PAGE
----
Poking the Hornet’s Nest / Rebeca Monzo
Rebeca Monzo, 31 October 2016 — Here on my planet, the government used
the term “hornet’s nest” to name student groups at all levels, whose
classes were suspended because they were forced to participate in
organized protests against the so-called blockade, enlivened with
musical and theater groups, putting on the whole circus to show the
cameras with cheerful smiling faces, supporting the regime and rejecting
the United States, the country we all dreamed of.
However, “hornet’s nest” was what we could also the horrible lines that
form at the bus stops, where we have to wait almost an house, trying to
get on board, if the driver even decides to stop and not pass on by
without even saying goodbye.
It is certainly not the fault of the drivers because the buses are
filled at three times over their design capacity, plus there are all the
potholes, the broken sewer holes and enormous piles of broken up
asphalt, that make the streets and avenues into little roller coasters.
We could also call the huge lines outside state bakeries
“hornet’s nests,” in search of the precious and only bread of 80 grams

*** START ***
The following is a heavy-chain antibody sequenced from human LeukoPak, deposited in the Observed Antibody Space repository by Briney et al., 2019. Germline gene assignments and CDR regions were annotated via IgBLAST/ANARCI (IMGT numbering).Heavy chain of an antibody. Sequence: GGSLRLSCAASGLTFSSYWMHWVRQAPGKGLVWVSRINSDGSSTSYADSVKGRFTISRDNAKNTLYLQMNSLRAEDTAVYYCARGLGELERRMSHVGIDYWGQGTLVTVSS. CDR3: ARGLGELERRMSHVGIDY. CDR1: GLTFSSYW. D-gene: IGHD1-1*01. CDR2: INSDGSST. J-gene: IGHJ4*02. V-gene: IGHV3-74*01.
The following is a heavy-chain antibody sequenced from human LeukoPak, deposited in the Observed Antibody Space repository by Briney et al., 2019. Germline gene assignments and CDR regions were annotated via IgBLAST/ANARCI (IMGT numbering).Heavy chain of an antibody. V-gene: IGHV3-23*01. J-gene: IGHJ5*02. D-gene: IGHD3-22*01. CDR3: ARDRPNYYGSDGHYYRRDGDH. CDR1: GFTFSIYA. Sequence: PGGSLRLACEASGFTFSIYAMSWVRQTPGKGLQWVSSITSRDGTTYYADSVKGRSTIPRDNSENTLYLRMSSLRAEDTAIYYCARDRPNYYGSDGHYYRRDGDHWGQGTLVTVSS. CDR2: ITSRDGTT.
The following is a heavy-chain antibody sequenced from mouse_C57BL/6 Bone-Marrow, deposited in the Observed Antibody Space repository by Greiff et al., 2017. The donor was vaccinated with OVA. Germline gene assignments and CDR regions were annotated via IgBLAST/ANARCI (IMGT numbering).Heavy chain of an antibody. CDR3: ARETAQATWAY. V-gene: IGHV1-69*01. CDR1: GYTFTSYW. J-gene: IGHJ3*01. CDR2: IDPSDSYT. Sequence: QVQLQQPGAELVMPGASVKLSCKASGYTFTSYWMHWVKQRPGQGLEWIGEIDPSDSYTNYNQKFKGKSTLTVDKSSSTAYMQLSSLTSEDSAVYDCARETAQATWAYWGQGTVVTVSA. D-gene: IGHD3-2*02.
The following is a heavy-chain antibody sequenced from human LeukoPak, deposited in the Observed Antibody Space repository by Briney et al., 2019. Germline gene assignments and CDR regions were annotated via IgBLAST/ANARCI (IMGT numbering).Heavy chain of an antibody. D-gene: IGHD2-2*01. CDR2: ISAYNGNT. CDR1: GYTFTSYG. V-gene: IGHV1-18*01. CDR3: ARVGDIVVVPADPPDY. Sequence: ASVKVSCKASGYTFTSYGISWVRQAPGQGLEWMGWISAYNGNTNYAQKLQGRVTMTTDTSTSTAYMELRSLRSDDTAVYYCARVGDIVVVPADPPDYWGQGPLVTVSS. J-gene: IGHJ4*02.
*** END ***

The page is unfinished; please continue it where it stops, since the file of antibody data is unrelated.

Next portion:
per person under the decadent ration book. Or those that form at the
rusty and abandoned shacks that were once recognized as the points of
sale for seafood, where what it sold and most regularly available are
the badly named “island croquettes,” popularly known as “what… whatever
they are,” the most consumed food product of ordinary citizens who have
nothing more than their miserable salaries to live on.
Finally, the same so-called “hornet’s nest” of students protesting
against the US embargo imposed on our government, would end up being a
real hornet’s next in from of the doors of the embassies of the United
States, Canada, Spain, Italy, Ecuador, with the intention of getting
visas to “take off,” although their vocal chords are still sore from
shouting in the organized rallies against capitalism, which they dream
of “clashing with” as soon as possible.
Source: Poking the Hornet’s Nest / Rebeca Monzo – Translating Cuba –